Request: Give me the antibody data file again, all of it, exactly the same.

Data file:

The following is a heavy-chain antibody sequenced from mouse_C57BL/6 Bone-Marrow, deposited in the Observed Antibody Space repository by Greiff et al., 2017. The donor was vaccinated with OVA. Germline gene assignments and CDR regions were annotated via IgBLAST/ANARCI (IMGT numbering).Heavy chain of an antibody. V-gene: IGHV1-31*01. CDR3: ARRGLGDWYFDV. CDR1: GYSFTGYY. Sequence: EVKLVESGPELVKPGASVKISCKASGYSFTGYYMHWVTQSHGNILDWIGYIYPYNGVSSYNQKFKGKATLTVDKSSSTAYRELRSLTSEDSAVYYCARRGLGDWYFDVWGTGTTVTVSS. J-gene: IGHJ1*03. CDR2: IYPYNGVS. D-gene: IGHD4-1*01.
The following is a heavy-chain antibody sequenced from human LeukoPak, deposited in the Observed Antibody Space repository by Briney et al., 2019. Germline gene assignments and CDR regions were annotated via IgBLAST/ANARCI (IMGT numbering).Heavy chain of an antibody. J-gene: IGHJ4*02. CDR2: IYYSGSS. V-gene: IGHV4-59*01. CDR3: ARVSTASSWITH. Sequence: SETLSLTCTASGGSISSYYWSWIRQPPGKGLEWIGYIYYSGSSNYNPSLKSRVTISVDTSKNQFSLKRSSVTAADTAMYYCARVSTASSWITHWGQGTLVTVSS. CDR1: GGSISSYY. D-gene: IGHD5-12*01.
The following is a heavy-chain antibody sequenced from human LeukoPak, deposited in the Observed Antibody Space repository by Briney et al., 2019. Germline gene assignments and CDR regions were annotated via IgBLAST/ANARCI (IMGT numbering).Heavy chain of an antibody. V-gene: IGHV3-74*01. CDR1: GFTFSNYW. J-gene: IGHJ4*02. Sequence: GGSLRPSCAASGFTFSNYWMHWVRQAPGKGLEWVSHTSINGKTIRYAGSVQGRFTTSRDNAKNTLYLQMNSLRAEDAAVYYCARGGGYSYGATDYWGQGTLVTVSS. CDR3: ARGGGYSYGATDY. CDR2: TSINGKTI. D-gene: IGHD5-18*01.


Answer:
The following is a heavy-chain antibody sequenced from mouse_C57BL/6 Bone-Marrow, deposited in the Observed Antibody Space repository by Greiff et al., 2017. The donor was vaccinated with OVA. Germline gene assignments and CDR regions were annotated via IgBLAST/ANARCI (IMGT numbering).Heavy chain of an antibody. V-gene: IGHV1-31*01. CDR3: ARRGLGDWYFDV. CDR1: GYSFTGYY. Sequence: EVKLVESGPELVKPGASVKISCKASGYSFTGYYMHWVTQSHGNILDWIGYIYPYNGVSSYNQKFKGKATLTVDKSSSTAYRELRSLTSEDSAVYYCARRGLGDWYFDVWGTGTTVTVSS. J-gene: IGHJ1*03. CDR2: IYPYNGVS. D-gene: IGHD4-1*01.
The following is a heavy-chain antibody sequenced from human LeukoPak, deposited in the Observed Antibody Space repository by Briney et al., 2019. Germline gene assignments and CDR regions were annotated via IgBLAST/ANARCI (IMGT numbering).Heavy chain of an antibody. J-gene: IGHJ4*02. CDR2: IYYSGSS. V-gene: IGHV4-59*01. CDR3: ARVSTASSWITH. Sequence: SETLSLTCTASGGSISSYYWSWIRQPPGKGLEWIGYIYYSGSSNYNPSLKSRVTISVDTSKNQFSLKRSSVTAADTAMYYCARVSTASSWITHWGQGTLVTVSS. CDR1: GGSISSYY. D-gene: IGHD5-12*01.
The following is a heavy-chain antibody sequenced from human LeukoPak, deposited in the Observed Antibody Space repository by Briney et al., 2019. Germline gene assignments and CDR regions were annotated via IgBLAST/ANARCI (IMGT numbering).Heavy chain of an antibody. V-gene: IGHV3-74*01. CDR1: GFTFSNYW. J-gene: IGHJ4*02. Sequence: GGSLRPSCAASGFTFSNYWMHWVRQAPGKGLEWVSHTSINGKTIRYAGSVQGRFTTSRDNAKNTLYLQMNSLRAEDAAVYYCARGGGYSYGATDYWGQGTLVTVSS. CDR3: ARGGGYSYGATDY. CDR2: TSINGKTI. D-gene: IGHD5-18*01.